Putin signs law banning crypto-based payments in Russia
The legislation comes after the central bank finally showed signs of support for crypto payments over the last few months.
Russian President Vladimir Putin signed a law on July 14 that bans the use of cryptocurrencies as a means of payment, local news media RBC reported.
The ban applies to the use of digital financial assets (DFAs) and utilitarian digital rights (UDRs), which refers to tokens that offer the right to utility or services.
The law reads,
“It is prohibited to transfer or accept digital financial assets as a consideration for transferred goods, performed works, rendered services, as well as in any other way that allows one to assume payment for goods (works, services) by a digital financial asset, except as otherwise provided by federal laws.”
The final clause leaves an exception on DFA payments that may be allowed by federal laws.
The legislation also places an obligation on crypto exchanges to reject any transactions where DFAs or UDRs can be used as an alternative to money. In other words, crypto exchanges need to ensure that no transaction takes place where any crypto assets are used as payment for goods or services.
The draft bill was first introduced in the State Duma, the lower house of the Russian Parliament, on June 7 by Anatoly Aksakov, Chairman of the Financial Market Committee. The law was approved by the Federation Council, the country’s upper parliament house, and sent for consideration to Putin on July 8.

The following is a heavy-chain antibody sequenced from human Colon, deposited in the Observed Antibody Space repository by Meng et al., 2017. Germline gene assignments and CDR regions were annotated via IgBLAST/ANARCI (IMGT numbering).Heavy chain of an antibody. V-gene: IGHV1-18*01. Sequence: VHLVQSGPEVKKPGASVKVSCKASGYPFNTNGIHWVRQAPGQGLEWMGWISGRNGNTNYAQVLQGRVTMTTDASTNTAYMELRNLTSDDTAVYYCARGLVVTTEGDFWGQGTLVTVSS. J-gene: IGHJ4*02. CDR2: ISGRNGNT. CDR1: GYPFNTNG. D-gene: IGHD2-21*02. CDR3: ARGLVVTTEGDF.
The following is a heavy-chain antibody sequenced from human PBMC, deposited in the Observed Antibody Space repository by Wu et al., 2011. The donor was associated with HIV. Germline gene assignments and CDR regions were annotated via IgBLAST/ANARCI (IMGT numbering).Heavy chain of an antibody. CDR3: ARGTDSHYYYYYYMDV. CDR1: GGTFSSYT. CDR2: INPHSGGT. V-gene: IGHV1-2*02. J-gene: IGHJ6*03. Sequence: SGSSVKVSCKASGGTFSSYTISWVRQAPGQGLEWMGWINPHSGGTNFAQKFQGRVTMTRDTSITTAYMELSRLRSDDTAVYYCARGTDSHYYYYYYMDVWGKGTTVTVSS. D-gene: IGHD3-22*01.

Although Russia is yet to fully regulate cryptocurrencies, the law “On Digital Financial Assets” introduced and defined DFAs and UDRs when it went into force in 2021.
Russian regulators are scheduled to review a new bill, “On Digital Currency,” later this year which is expected to fill the holes in regulation.
The legislation will come into force 10 days after it is published in the government gazette, the RBC report said.
A change in stance
Although the Russian central bank had called for a ban on cryptocurrencies for years, recent developments suggested that the bank may be softening its stance.
In May, the Russian industry and trade minister Denis Manturov said that the country would sooner or later legalize crypto payments, Reuters reported.
In the same month, another Reuters report stated that the Central Bank of the Russian Federation was open to the use of cryptocurrencies for international payments.
In June, central bank governor Elvira Nabiullina said in an interview with RBC that cryptocurrencies can be used for international payments, provided the assets do not “penetrate” the Russian financial system.